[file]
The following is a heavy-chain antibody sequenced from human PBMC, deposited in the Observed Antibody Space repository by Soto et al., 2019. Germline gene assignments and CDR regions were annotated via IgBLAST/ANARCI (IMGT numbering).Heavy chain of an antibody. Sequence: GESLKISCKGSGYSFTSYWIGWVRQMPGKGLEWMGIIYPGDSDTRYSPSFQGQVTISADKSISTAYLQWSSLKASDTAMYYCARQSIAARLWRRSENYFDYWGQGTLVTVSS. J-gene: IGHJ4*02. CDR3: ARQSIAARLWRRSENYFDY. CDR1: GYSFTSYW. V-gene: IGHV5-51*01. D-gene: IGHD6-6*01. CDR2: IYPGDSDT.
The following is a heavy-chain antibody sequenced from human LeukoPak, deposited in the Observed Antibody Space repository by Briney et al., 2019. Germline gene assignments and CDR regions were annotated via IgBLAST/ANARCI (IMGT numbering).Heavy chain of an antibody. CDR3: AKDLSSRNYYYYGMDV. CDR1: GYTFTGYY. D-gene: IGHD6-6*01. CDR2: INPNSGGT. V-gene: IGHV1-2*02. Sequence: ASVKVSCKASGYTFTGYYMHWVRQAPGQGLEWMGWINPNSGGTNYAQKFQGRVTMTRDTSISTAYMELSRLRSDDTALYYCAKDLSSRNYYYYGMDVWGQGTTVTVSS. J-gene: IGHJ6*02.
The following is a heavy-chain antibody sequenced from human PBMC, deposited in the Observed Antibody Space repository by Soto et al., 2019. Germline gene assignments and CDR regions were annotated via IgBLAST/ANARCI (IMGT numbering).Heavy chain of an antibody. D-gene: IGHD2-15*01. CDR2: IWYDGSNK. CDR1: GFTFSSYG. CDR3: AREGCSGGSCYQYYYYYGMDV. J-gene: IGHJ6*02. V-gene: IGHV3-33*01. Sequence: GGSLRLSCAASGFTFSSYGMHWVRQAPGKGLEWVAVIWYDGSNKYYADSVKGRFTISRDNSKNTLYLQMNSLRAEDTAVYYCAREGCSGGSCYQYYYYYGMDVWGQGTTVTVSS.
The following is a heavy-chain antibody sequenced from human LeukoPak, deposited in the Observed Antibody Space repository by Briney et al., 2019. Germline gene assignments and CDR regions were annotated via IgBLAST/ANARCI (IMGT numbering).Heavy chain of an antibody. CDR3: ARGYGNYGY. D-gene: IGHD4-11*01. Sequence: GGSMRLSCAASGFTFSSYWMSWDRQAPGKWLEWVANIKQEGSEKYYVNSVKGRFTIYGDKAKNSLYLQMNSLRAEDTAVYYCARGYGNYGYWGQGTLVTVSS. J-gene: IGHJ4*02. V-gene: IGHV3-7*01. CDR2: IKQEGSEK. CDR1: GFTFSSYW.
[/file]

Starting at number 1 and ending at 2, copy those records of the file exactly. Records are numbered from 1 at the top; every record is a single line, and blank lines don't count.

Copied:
The following is a heavy-chain antibody sequenced from human PBMC, deposited in the Observed Antibody Space repository by Soto et al., 2019. Germline gene assignments and CDR regions were annotated via IgBLAST/ANARCI (IMGT numbering).Heavy chain of an antibody. Sequence: GESLKISCKGSGYSFTSYWIGWVRQMPGKGLEWMGIIYPGDSDTRYSPSFQGQVTISADKSISTAYLQWSSLKASDTAMYYCARQSIAARLWRRSENYFDYWGQGTLVTVSS. J-gene: IGHJ4*02. CDR3: ARQSIAARLWRRSENYFDY. CDR1: GYSFTSYW. V-gene: IGHV5-51*01. D-gene: IGHD6-6*01. CDR2: IYPGDSDT.
The following is a heavy-chain antibody sequenced from human LeukoPak, deposited in the Observed Antibody Space repository by Briney et al., 2019. Germline gene assignments and CDR regions were annotated via IgBLAST/ANARCI (IMGT numbering).Heavy chain of an antibody. CDR3: AKDLSSRNYYYYGMDV. CDR1: GYTFTGYY. D-gene: IGHD6-6*01. CDR2: INPNSGGT. V-gene: IGHV1-2*02. Sequence: ASVKVSCKASGYTFTGYYMHWVRQAPGQGLEWMGWINPNSGGTNYAQKFQGRVTMTRDTSISTAYMELSRLRSDDTALYYCAKDLSSRNYYYYGMDVWGQGTTVTVSS. J-gene: IGHJ6*02.